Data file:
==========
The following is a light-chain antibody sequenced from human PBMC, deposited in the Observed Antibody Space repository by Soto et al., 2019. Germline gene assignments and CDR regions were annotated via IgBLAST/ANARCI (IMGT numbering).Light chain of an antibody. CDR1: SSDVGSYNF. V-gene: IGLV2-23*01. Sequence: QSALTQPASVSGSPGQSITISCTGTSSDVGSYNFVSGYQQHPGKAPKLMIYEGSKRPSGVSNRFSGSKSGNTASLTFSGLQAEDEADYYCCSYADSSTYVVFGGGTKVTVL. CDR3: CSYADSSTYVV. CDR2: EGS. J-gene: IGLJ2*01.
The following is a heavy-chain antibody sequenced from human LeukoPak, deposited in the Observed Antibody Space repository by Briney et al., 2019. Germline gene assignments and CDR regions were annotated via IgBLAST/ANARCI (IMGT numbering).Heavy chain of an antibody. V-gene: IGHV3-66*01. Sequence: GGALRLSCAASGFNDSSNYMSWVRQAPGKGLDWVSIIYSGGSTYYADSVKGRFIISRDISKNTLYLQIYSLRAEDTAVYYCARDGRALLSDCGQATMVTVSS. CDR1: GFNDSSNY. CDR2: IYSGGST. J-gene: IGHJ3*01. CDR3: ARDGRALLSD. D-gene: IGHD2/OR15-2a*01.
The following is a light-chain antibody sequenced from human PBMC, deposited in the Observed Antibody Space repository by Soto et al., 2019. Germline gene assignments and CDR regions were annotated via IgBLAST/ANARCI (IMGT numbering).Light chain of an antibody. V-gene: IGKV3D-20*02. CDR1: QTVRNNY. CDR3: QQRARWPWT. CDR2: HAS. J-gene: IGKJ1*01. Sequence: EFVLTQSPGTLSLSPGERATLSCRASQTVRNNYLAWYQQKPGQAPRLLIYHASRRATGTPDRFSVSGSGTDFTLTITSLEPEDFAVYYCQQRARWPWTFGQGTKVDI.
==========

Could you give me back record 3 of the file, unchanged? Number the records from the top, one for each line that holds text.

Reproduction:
The following is a light-chain antibody sequenced from human PBMC, deposited in the Observed Antibody Space repository by Soto et al., 2019. Germline gene assignments and CDR regions were annotated via IgBLAST/ANARCI (IMGT numbering).Light chain of an antibody. V-gene: IGKV3D-20*02. CDR1: QTVRNNY. CDR3: QQRARWPWT. CDR2: HAS. J-gene: IGKJ1*01. Sequence: EFVLTQSPGTLSLSPGERATLSCRASQTVRNNYLAWYQQKPGQAPRLLIYHASRRATGTPDRFSVSGSGTDFTLTITSLEPEDFAVYYCQQRARWPWTFGQGTKVDI.